Single-use plastics could be banned in Queensland as early as next year after the Palaszczuk Government announced a proposed plan to "tackle pollution".
The plan will also look at ways for plastic to be recovered, reused and recycledEnvironment Minister Leanne Enoch said the scope of the strategy was an "Australian first"Extensive consultation will take place with the community
The new plan would see plastic straws, cutlery and plates scrapped under new legislation to be introduced next year.
The State Government would also consider extending the ban "down the track" to include coffee cups, plastic cups and heavyweight shopping bags.
Whether it is retailers or suppliers, some businesses are already making the transformation.
Mick Krause decided to get out of plastics in June last year at his food-packaging business north of Brisbane as sales dropped.
He used to sell 2,500 cartons, or 12.5 million straws, a month.
Within a matter of three months, that dropped to 500 cartons.
One entire wall of his North Lakes warehouse is lined floor-to-ceiling with about $140,000 worth of stock he is struggling to sell.
"We've never seen the change happen and transition so quickly in a very short space of time," he said.
"It's all market driven."
Mr Krause now imports eco-friendlier products made from paper, bamboo, palm leaf or corn starch.
But he said infrastructure — to complete the waste cycle — is lacking.
For example, straws made from corn starch need to be industrially composted through heating.
"Unfortunately there's only about 10 locations in Australia at the moment that can actually process those type of straws," he said.
"Whether we blame the Government or not, the infrastructure is just not there at the moment."
The Queensland Government said its plan would also look at finding new ways for plastic to be recovered, reused and recycled.
National Retail Association chief executive Dominique Lamb said business welcomed the move, which she said consumers have been calling for "for some time".
"But obviously from an industry-wide perspective, consultation is going to be the key, because you can't just simply pull those products, as we know, from stores because it causes a lot of consumer angst."
Deputy Opposition Leader Tim Mander said the LNP backed "action to cut down on plastics and grass roots environmentalism" but wanted to see the details of the proposal.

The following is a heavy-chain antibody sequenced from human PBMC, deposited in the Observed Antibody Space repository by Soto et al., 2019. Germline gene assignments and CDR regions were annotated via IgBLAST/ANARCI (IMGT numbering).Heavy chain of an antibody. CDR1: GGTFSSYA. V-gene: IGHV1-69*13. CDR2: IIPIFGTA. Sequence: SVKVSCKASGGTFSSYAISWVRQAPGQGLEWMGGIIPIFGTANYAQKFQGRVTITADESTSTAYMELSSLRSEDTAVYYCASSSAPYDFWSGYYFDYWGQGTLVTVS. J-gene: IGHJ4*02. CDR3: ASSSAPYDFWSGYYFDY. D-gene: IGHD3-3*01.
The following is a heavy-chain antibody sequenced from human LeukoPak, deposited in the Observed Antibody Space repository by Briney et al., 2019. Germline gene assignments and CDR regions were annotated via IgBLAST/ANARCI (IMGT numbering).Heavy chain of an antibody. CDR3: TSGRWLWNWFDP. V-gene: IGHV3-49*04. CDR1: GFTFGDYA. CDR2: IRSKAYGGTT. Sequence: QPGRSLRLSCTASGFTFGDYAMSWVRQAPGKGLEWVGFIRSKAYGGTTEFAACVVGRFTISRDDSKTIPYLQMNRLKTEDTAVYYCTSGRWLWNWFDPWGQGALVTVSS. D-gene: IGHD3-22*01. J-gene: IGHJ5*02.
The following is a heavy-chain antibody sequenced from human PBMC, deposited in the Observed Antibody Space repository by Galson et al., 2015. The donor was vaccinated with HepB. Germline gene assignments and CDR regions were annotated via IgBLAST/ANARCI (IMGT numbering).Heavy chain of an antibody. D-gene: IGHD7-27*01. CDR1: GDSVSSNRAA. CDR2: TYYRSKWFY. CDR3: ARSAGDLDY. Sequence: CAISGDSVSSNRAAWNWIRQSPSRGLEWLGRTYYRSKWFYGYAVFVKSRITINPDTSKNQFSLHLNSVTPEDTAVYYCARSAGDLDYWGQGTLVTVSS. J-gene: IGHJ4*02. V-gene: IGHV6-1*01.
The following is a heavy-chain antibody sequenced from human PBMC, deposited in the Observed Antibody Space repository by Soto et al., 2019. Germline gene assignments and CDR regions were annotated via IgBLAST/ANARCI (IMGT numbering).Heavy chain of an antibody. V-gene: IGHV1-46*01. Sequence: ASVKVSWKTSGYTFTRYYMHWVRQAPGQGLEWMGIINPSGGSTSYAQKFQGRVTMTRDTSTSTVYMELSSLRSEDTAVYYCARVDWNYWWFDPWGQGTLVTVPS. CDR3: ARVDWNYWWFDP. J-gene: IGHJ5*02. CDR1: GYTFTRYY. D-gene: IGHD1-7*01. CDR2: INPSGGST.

"The LNP led the way in calling for the plastic bags ban and the container deposit scheme, which the government then followed," Mr Mander said.
'A great move forward'
Toby Hutcheon, from recycling advocacy group Boomerang Alliance Queensland, said the ban would cover takeaway items that are second only to cigarette butts as a source of litter.
"The most recent Clean Up Australia rubbish report reported that those items represented 36 per cent of all litter in Queensland," he said.
"So acting to ban these is a great move forward in terms of reducing both litter and reducing waste."
Mr Hutcheon said a voluntary ban among Noosa businesses in the last 18 months alone had "removed over 3 million plastic items from use [including] over a million plastic straws, 750,000 containers and 250,000 coffee cups".
Shane Cucow from the Australian Marine Conservation Society said the proposed ban was "especially good news for Queensland's beautiful beaches and seas".
"To save turtles and seabirds from choking on the plastic flowing into our oceans, we must stop it at the source," he said.
WWF's Katinka Day said Queensland's move sent a message to other states ahead of a national meeting of environment ministers on Friday.
"It's really disappointing to see New South Wales and Victoria not take action on some of the most problematic single-use plastics," she said.
"Victoria is the only state to not have a container deposit scheme and New South Wales is the only state not to have a ban on single-use plastic bags.
"So we're really hoping that Queensland's move today puts pressure on the rest of Australia to take action on plastics."
Thursday's announcement comes after South Australia committed to banning single-use plastics next year.